Payroll taxes are a fact of life for every U.S business. Employers and employees are responsible for paying payroll taxes based on each employee's wage or salary.
Both parties must pay some of these taxes, and the cost is split evenly between the company and employee. In some cases, the employer pays all of the taxes, and in others, the employee does.
If you couldn’t tell by now, the U.S. payroll tax system is anything but simple. There are local and federal payroll taxes, and these are often very different. So, what you pay in one state may be completely different in another. That’s why it’s best to consult a licensed tax professional or payroll specialist familiar with the state’s rules to ensure your small business’s compliance. Or, if the idea of processing tax payments and tax rates seems overwhelming and time-consuming, outsource this job through a professional employer organization (PEO) or payroll service provider.
Here is a general breakdown of payroll taxes.
Before we dig into the details about the various types of employment taxes, let’s first explain what they are and what they do. Employment or payroll taxes are taxes levied on wages or salaries used to finance social insurance programs, such as Social Security, disability insurance, and Medicare. The Internal Revenue Service (IRS) not only expects business owners and self-employed persons to pay their share of payroll taxes they’re also expected to withhold the right amount of taxes. Not doing so is a big deal that could result in big fines. More on that later.
Payroll taxes are different from income taxes which are taxes on employees' wages by the federal government, many state governments, and some local governments to fund their programs.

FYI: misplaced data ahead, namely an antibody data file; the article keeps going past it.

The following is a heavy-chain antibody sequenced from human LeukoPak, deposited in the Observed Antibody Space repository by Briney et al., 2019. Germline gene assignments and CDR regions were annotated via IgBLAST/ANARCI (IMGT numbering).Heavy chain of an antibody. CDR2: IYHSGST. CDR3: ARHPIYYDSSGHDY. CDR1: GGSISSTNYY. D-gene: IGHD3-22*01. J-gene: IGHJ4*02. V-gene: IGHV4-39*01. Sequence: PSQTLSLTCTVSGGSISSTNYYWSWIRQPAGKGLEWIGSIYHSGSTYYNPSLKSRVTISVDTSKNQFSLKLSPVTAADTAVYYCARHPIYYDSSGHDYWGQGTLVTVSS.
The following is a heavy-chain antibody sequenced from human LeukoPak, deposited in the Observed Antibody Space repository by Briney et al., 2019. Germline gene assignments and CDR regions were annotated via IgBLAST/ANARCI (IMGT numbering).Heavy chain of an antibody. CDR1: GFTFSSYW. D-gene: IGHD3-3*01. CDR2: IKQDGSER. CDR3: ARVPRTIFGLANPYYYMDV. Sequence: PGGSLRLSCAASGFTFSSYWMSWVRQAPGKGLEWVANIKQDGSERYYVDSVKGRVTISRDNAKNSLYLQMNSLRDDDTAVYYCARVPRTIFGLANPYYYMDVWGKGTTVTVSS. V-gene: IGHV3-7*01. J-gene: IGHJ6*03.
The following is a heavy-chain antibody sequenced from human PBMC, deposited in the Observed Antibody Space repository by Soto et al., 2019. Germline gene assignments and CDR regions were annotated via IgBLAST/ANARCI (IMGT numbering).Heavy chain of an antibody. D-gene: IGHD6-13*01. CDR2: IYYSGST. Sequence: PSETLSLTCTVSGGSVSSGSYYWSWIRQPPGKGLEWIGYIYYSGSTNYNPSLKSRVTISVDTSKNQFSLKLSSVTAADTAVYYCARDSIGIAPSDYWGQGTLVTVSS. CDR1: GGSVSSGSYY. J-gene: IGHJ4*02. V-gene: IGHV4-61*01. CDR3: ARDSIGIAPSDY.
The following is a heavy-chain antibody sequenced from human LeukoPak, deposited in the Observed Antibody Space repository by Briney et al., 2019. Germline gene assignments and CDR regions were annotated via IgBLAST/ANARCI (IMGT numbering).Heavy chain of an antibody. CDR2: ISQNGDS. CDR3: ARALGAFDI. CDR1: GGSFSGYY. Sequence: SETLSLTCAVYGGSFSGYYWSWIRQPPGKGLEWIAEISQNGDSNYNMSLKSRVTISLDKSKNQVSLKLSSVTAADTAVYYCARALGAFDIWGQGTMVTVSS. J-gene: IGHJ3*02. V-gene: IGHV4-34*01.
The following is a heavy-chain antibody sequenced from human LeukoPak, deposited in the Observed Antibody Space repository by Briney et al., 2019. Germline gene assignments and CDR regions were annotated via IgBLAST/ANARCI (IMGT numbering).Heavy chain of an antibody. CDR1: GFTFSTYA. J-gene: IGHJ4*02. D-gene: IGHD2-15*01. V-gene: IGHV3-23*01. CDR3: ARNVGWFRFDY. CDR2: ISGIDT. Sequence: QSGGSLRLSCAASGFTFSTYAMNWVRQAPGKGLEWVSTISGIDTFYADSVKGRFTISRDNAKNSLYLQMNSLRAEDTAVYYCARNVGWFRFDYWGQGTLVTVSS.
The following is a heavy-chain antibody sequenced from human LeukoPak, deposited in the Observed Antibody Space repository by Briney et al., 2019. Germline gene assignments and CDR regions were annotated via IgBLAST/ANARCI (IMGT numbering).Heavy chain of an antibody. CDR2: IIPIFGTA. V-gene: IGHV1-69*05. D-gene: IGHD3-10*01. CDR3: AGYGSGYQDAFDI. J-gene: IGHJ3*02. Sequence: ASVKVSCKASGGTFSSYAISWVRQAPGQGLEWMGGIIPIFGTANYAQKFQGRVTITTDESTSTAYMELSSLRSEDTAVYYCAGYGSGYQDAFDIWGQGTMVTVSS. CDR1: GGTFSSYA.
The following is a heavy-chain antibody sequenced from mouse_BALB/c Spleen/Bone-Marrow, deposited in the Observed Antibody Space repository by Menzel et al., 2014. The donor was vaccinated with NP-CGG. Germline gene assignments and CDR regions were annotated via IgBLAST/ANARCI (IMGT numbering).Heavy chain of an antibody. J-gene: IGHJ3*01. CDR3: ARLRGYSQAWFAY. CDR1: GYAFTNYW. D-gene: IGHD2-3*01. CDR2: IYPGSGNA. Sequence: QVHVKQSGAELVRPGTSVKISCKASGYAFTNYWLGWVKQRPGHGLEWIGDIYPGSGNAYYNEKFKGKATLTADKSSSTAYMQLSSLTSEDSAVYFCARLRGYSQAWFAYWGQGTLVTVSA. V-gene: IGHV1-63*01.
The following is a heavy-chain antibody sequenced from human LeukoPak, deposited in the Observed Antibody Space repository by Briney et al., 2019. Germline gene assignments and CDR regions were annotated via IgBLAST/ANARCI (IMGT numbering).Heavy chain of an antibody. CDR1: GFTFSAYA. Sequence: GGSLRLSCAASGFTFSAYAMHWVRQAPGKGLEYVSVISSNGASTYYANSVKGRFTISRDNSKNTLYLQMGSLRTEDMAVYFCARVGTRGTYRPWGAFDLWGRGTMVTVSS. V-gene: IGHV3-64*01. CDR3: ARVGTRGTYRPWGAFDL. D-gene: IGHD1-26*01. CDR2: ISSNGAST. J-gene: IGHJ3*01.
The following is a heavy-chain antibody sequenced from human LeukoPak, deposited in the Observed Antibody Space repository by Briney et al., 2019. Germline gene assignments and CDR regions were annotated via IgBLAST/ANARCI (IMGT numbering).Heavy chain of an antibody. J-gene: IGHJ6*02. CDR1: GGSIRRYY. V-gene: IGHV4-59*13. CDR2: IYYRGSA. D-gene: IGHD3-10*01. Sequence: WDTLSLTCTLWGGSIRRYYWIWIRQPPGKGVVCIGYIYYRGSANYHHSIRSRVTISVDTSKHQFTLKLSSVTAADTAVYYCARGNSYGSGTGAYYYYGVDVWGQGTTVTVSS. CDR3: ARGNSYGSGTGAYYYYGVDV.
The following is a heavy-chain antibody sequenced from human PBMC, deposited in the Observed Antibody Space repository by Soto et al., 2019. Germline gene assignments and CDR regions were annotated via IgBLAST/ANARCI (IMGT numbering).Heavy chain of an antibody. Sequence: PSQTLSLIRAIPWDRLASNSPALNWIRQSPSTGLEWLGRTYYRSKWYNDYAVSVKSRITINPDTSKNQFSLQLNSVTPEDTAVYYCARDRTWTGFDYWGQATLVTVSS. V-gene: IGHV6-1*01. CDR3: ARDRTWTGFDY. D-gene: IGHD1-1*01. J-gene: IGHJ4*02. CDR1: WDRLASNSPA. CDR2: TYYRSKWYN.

Both federal and state taxes are part of payroll taxes. Here is a rundown of what each tax is and who pays for it.
Employers and employees both pay FICA tax, with each party paying the same amount. FICA taxes, or Federal Insurance Contributions Act taxes, are made up of Social Security taxes and Medicare contributions.
The Social Security tax rate for 2022 is 6.2% of gross wages per party for a total of 12.4% up to individual earnings of $147,000. After an employee earns $147,000 in a year, no more Social Security taxes will be deducted from their paycheck or charged to the employer.
The Medicare tax rate is 1.45% of an employee’s entire salary for most employees and employers, for a total of 2.9%. Employees exceeding the specified income threshold are also responsible for paying an additional 0.9% Medicare tax. While the employee is the sole contributor for this additional amount, the employer must also withhold this sum for the employee. The threshold requiring this added Medicare tax is $250,000 for joint filers, $200,000 for singles, and $125,000 for married people who file separately.
FUTA pays in part for federal unemployment benefits. Employers pay this tax in full. All employers must pay 6% FUTA up to $7,000 in wages. After an employee earns $7,000, the federal government does not collect FUTA. FUTA does not apply to contractors, yet it applies equally to full and part-time employees. For FUTA purposes, an employee is anyone the company fills out a W-2 for who makes more than $1,500 per calendar quarter or works at least one day in 20 different weeks in the same year.
This tax goes hand-in-hand with FUTA, raising money for each state’s unemployment benefits. Labor laws and state unemployment benefits vary widely, so this SUTA tax contribution also varies by state. Consult a local tax pro in your area when in doubt.